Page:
The world is hopeful that COVID-19 is almost gone but even as the latest surge of the virus recedes, experts believe that it could leave behind yet another epidemic – this time of chronic fatigue!
The chronic fatigue syndrome has been unexpectedly common amongst COVID-19 patients and experts warn that this will be something people might deal with for a long time.
In fact, scientists see parallels between chronic fatigue, which affects no less than 1.5 million Americans and the virus – long COVID in particular – more and more.
The symptoms that might indicate you have long COVID are: persistent pain and cognitive impairment as well as constant exhaustion that can last for months in some COVID-19 patients, long after recovering and testing negative again for the virus.
At this point in time, the link between COVID and the chronic fatigue syndrome still needs to be studied but some current research shows that the pandemic may even triple the preponderance of the syndrome, also known as ME (myalgic encephalomyelitis.)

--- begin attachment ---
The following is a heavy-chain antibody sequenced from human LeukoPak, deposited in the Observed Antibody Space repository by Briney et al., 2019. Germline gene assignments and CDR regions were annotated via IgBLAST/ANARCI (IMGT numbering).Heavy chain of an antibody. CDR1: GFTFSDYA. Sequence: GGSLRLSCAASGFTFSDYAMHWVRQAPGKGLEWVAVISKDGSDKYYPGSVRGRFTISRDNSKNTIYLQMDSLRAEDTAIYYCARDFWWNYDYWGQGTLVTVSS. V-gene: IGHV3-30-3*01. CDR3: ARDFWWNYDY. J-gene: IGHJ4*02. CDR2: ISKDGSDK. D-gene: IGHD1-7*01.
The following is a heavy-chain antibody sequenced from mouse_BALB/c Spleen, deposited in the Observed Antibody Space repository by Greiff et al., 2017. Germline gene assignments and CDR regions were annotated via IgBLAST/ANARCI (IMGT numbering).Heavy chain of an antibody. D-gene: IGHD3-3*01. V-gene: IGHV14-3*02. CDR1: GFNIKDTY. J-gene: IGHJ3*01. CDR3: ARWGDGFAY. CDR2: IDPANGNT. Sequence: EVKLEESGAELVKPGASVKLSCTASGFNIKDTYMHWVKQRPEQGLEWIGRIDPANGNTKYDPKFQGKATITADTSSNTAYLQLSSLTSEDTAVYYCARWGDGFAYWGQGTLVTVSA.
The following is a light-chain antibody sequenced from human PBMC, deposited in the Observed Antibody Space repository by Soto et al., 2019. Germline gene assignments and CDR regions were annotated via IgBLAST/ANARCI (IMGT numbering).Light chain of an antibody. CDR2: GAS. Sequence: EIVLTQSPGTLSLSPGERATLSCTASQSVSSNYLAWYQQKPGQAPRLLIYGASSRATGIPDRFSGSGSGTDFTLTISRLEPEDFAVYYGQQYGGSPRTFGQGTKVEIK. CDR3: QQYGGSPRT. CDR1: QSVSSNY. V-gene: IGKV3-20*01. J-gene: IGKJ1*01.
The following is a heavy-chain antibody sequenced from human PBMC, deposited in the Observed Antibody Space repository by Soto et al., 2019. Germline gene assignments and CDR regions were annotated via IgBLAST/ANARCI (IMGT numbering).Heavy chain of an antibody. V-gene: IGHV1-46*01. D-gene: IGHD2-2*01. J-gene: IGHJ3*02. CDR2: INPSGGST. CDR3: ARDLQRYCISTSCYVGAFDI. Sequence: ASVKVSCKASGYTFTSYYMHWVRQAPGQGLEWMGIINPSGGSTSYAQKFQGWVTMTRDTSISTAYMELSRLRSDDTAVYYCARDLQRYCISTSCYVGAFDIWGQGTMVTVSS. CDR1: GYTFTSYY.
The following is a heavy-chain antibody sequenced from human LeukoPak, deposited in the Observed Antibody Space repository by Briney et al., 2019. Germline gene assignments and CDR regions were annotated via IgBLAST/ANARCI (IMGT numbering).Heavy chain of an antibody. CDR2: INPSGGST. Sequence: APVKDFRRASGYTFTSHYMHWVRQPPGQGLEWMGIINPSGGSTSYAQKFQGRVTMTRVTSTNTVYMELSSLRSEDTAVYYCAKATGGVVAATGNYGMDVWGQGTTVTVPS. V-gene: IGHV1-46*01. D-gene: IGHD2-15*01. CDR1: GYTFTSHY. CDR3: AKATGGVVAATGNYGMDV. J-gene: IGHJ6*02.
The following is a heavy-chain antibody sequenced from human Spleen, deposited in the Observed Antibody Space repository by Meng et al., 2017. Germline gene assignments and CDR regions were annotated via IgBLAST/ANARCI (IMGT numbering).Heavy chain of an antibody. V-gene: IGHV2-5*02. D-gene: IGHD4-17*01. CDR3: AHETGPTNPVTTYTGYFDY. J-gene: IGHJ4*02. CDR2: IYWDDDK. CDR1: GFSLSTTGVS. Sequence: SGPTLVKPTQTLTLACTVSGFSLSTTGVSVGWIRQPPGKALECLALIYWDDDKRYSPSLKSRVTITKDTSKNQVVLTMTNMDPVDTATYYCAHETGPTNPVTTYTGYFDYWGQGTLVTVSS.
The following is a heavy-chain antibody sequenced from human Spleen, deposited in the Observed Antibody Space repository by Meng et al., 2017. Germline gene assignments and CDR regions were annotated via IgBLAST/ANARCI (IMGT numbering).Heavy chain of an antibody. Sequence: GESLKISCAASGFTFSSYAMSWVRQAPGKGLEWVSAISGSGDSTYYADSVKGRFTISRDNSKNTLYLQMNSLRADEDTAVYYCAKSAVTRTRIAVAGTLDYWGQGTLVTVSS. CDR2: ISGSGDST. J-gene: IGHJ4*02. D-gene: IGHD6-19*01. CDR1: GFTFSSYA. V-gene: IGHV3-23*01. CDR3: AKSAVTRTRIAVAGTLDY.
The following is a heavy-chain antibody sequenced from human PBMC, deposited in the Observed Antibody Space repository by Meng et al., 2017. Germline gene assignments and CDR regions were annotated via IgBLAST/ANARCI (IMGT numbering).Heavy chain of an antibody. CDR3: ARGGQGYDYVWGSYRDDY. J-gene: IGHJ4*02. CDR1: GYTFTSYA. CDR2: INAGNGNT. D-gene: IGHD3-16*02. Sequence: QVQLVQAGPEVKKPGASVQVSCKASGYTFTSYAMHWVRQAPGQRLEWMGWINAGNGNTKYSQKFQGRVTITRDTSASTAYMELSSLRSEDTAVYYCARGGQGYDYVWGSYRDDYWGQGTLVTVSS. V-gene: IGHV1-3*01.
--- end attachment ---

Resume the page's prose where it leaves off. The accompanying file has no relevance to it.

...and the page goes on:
A board member from advocacy group #MEAction Network, Robert Sklans, explains that “When we saw COVID-19 happening, people in the ME community were the first to raise an alarm that this was going to be a mass disabling event. We were looking at all the symptoms of long COVID and saying there’re going to be a boatload of people with ME/CFS.”
Research into the long term impact of COVID is still in its early stages but there is already clear evidence that every 1 in 10 cases might end up developing chronic fatigue.
What this equals to is around 7.7 million cases in the United States alone.
It may not sound like a huge issue but in reality, those familiar with the complex syndrome know how debilitating of a disease it is, as it is even able to leave its sufferers permanently homebound.